Vickie Britton and Loretta Jackson’s The Curse of Senmut is set in Egypt. I’ve always loved good archeological mysteries, so when this landed on my desk I turned to it with relish. For those not in the know, Senmut was the architect and rumored lover of Pharaoh/Queen Hatshepsut (1508-1458 BC), the man responsible for building so many still-standing temples. When Egyptologist Jane Darvin dies from poisoning during the excavation of a tomb near Luxor, her friend Ardis Cole takes over the dig. After discovering that the tomb is truly that of the famed Senmut, Ardis is warned that the tomb carries a curse which might be responsible for Jane’s death. It soon becomes apparent that someone—or something—is determined to drive the excavators away, which leads to some nice thrills and chills.

The authors have obviously done their archeological homework, and in between all the mysterious goings-on, we learn fascinating details of Hatshepsut’s stormy reign, along with the nitty-gritty on Thutmose III, the stepson who hated the female pharaoh and possibly had her murdered so that he could ascend the throne. The Egyptology is all there, and it’s enjoyable. But the book is hurt by the dated, near-Victorian characterization of its protagonist. Although fully aware that someone is trying to kill her, Ardis continues to poke around in dark places by herself, take solitary trips into dangerous territory, and at one point she even gulps down a drink “made especially for her” although a tentative first sip reveals a strong chemical taste. Of course she becomes violently ill, but that doesn’t stop her reckless behavior. Ardis’ irritating lack of common sense mars what is otherwise an enjoyable book.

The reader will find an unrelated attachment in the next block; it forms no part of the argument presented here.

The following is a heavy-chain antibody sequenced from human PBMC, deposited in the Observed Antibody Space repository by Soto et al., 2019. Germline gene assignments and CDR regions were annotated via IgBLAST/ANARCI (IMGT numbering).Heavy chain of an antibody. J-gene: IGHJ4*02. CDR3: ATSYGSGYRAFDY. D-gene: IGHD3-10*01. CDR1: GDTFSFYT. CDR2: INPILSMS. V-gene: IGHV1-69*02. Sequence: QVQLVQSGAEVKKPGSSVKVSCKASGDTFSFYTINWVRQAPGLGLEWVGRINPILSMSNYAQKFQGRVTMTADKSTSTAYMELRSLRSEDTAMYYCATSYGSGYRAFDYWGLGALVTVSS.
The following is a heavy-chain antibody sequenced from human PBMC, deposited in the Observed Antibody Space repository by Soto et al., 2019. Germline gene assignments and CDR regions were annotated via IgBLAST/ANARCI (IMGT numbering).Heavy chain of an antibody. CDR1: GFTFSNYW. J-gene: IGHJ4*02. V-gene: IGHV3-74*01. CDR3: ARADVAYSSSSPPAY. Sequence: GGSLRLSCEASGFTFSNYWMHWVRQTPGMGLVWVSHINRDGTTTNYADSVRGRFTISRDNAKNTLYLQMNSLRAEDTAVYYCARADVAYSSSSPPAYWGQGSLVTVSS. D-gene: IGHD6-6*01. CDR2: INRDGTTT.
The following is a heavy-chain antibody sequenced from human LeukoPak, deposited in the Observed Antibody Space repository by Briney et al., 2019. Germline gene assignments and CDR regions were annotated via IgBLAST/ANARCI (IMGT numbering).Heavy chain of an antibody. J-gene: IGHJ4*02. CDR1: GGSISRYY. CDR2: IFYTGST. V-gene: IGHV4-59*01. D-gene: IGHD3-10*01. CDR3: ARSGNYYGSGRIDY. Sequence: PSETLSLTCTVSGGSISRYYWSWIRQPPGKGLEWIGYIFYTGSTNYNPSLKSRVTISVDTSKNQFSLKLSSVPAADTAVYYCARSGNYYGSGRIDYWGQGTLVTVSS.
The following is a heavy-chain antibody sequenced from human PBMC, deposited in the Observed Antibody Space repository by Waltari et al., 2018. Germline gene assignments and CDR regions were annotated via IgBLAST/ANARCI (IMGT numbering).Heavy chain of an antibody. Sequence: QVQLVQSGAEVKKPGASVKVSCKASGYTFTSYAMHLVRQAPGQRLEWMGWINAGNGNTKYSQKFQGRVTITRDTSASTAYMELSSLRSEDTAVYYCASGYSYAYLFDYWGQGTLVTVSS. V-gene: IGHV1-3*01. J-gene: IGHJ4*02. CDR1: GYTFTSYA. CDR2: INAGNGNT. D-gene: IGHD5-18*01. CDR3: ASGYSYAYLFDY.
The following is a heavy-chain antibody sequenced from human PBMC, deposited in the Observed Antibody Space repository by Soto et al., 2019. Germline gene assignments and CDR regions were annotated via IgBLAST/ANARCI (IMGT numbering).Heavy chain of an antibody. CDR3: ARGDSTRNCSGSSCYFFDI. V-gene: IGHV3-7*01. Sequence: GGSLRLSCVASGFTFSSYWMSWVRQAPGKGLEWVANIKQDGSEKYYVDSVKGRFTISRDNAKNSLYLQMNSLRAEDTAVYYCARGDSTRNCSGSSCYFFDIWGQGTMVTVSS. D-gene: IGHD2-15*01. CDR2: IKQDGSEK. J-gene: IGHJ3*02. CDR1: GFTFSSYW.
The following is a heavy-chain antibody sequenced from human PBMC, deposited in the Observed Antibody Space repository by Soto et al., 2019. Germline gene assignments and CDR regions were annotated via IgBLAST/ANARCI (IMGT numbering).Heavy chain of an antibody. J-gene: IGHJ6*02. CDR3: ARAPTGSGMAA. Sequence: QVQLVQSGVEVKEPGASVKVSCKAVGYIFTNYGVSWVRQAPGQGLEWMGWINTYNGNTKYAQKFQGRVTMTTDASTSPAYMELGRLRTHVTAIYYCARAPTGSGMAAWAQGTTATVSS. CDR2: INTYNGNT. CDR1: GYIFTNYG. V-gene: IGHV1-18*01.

Speechless: a Life of the Mind University Mystery
Betty Webb

Morty Guggenmoose’s Speechless: A Life of the Mind University Mystery is a convoluted Canadian mystery, where overeducated academics divide their time between perusing the Greek and Latin classics, and perhaps plotting the murders of competing academics. Protagonist Morty Guggenmoose (yes, I know, he’s also the supposed author of this odd little book), a student at Life of the Mind University, has fallen for a gorgeous fellow student named Sunny Lee. Beside himself with lust and longing, Morty uses an ancient Greek incantation to make her return his affections, but it doesn’t appear to work. Also in trouble is Morty’s conference paper, “Horace: What’s with All the Ablatives?” (Note for non-philologists: an ablative is a grammatical case expressing the relation of separation and source, God help us.) Morty’s woes escalate when an old Greek coin disappears and Professor Elder Nooken, Director of the Pfumpfermeister Museum, gets murdered. Now it’s up to our befuddled hero and his equally befuddled friend, Wilber “Mashie” Micklechuck, to find out whodunit. A parody of sorts (did you notice those names?), Speechless is witty in its scholastic send-ups, and should thus have strong appeal for the wounded veterans of Academia. However, the average reader might want to approach its convoluted sentences and drawn-out Homeric and philological references with caution—or at least not without a big, fat dictionary.